See? God said. I was so paying attention.

Daniel came home all smiles today. He nearly missed the bus home because he didn't know which one to get on (too many and too confusing he said), but the principal radioed the driver and drove him across town to meet it. Properly embarrassed, he's assured us that this won't happen again. Otherwise he had a good first day. Stacy looked him up at lunch, he said. She made sure he was okay and introduced him to a couple of her friends.

I know there will be good days and bad, but it's nice to know we're not the only ones pulling for him. Daniel has a friend in a high place who is too.


Happy Elf Mom (Christine) said...

Oh, Mary. You give me such hope for little Elfie. I want him to be ABLE to go to school someday if he WANTS to, and ABLE to stay home, too. But it would be nice if we had some more "functional" behaviours from him in a group.


Let's hope Missouri comes out of the dark ages and also recognizes that locking children in closets for misbehaviour is wrong, wrong, wrong! It's child abuse.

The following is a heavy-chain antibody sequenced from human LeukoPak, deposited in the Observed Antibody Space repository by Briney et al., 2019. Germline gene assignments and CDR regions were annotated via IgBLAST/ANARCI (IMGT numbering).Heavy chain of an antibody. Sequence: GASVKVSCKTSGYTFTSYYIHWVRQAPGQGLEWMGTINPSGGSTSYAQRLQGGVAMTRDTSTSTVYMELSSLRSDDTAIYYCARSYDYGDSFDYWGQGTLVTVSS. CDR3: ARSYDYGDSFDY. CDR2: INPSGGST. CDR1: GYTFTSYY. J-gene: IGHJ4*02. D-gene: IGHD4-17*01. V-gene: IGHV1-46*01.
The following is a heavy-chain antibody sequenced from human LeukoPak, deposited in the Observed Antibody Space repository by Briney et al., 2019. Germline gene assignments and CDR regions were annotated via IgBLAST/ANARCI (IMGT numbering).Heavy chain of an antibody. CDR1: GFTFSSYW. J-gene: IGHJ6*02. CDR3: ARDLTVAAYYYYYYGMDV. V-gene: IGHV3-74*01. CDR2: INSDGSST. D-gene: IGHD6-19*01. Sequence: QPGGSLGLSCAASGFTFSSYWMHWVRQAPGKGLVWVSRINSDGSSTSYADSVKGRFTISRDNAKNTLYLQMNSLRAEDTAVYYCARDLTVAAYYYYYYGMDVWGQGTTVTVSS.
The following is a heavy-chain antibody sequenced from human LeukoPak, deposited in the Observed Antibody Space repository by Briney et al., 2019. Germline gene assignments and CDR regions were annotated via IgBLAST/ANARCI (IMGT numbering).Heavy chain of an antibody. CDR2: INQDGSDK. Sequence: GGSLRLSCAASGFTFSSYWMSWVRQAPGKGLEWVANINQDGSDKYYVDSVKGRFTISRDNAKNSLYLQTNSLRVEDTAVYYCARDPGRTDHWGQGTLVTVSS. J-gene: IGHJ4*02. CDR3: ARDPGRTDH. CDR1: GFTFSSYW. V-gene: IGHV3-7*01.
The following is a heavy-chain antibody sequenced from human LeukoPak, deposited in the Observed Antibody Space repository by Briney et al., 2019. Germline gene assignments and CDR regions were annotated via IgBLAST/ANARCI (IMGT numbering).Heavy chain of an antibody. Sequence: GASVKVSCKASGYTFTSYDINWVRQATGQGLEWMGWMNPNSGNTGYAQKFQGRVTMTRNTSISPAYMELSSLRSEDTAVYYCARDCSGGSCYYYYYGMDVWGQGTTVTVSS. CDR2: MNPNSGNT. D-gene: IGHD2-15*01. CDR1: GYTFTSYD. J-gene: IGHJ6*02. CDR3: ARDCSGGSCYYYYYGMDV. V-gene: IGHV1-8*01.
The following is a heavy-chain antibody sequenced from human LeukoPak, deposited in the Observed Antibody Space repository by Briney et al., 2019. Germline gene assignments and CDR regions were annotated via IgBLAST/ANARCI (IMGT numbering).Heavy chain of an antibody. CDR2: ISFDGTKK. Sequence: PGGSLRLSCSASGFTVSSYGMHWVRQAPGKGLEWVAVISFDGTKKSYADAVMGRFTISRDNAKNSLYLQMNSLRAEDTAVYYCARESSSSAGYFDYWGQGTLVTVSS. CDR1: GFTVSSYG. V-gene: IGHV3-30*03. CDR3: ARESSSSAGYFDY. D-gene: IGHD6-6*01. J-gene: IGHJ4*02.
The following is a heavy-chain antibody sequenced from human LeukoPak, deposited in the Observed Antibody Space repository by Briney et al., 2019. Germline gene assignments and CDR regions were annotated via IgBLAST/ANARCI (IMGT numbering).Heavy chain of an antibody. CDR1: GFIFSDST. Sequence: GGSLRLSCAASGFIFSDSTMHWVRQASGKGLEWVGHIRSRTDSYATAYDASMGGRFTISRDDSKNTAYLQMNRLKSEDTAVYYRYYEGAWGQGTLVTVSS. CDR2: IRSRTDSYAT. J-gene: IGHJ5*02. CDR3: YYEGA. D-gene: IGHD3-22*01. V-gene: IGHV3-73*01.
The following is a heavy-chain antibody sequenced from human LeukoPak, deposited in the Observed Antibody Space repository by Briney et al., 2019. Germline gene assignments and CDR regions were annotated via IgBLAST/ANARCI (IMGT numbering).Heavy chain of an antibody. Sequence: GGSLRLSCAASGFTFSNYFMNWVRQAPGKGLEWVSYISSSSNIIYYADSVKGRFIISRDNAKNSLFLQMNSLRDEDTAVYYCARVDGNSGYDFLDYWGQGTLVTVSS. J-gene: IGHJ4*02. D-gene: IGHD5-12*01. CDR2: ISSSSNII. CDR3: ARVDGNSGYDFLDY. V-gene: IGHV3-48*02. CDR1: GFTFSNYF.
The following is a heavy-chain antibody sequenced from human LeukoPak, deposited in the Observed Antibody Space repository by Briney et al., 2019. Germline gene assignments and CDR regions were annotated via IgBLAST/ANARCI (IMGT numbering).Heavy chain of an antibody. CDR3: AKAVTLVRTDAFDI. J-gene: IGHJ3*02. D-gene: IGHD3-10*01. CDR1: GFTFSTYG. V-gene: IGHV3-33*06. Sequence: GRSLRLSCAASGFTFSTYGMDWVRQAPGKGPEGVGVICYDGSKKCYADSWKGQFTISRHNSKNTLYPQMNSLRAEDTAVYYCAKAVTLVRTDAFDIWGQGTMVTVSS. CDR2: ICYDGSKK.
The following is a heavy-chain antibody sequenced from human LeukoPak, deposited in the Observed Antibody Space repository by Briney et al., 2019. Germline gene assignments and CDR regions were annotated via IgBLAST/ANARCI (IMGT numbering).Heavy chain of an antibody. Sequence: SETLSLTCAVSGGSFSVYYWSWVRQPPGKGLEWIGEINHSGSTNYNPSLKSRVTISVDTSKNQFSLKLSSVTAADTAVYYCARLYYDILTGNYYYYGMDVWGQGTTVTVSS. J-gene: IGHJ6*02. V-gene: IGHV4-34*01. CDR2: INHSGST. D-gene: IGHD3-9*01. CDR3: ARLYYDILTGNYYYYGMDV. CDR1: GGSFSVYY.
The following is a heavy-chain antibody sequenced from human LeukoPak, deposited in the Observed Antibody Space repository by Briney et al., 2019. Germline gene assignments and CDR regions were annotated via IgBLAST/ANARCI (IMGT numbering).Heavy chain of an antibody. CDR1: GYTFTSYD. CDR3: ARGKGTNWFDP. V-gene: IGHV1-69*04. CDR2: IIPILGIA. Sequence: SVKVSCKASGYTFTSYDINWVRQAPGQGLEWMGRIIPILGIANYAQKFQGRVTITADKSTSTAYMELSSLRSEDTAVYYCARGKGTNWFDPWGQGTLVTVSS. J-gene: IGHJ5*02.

Debby said...

What a nice story, Mary. It really, really gives hope to any parent out there dealing with a kid who cannot cope, whatever the reason. Mine, finally, called to enroll herself in a 'help' program. I've been watching her cycle into 'manic', and I've been just sick about it, unable to help her.

Hal Johnson said...

Wonderful story, Mary. But sheesh, I wish you wouldn't get me all choked up while I'm at the airport.

Rhubarb Whine said...

What a wonderful post. There's hope for me and mine, yet. You are a wonderful person. xx

Scotty said...

Great story - great kid.


Mary O. Paddock said...

Mrs C--I too hope Missouri comes out of the dark ages with respect to how they handle younger students. I think the "functional" behaviors sneak up on you a little at a time.

Debby-I've prayed for you and your daughters more than once. I'm glad she's in a program that will help her.

Hal--Any time. :)

Rhubarb--I suspect you and your son will be just fine (as long as you can convince him to stop hiding his lunch) :)

Thanks Scotty.